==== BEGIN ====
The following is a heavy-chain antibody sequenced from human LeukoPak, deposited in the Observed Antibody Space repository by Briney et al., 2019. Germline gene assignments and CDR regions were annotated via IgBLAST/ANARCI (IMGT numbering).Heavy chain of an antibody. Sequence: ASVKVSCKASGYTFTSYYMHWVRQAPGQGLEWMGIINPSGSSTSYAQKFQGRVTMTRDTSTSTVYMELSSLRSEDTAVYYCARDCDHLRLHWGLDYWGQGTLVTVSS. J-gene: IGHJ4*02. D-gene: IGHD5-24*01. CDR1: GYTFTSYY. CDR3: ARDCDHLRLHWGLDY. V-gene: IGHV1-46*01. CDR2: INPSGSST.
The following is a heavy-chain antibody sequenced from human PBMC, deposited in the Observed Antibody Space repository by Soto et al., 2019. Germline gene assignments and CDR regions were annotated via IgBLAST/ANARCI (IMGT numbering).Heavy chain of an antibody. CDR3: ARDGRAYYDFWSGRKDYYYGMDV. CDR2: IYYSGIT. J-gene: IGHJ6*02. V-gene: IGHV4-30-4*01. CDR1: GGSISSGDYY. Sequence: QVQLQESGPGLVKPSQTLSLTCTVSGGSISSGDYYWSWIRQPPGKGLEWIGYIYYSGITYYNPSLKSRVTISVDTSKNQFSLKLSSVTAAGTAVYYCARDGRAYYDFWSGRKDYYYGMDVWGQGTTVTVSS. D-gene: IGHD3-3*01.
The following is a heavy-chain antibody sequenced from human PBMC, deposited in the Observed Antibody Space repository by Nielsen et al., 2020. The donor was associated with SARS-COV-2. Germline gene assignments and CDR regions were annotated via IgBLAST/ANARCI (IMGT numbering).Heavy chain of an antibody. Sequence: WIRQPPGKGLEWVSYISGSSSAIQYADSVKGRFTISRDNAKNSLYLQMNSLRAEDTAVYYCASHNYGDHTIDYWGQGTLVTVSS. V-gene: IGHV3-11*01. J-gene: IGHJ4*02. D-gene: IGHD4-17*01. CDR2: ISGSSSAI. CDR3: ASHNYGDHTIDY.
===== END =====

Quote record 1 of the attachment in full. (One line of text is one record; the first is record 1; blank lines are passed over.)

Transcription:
The following is a heavy-chain antibody sequenced from human LeukoPak, deposited in the Observed Antibody Space repository by Briney et al., 2019. Germline gene assignments and CDR regions were annotated via IgBLAST/ANARCI (IMGT numbering).Heavy chain of an antibody. Sequence: ASVKVSCKASGYTFTSYYMHWVRQAPGQGLEWMGIINPSGSSTSYAQKFQGRVTMTRDTSTSTVYMELSSLRSEDTAVYYCARDCDHLRLHWGLDYWGQGTLVTVSS. J-gene: IGHJ4*02. D-gene: IGHD5-24*01. CDR1: GYTFTSYY. CDR3: ARDCDHLRLHWGLDY. V-gene: IGHV1-46*01. CDR2: INPSGSST.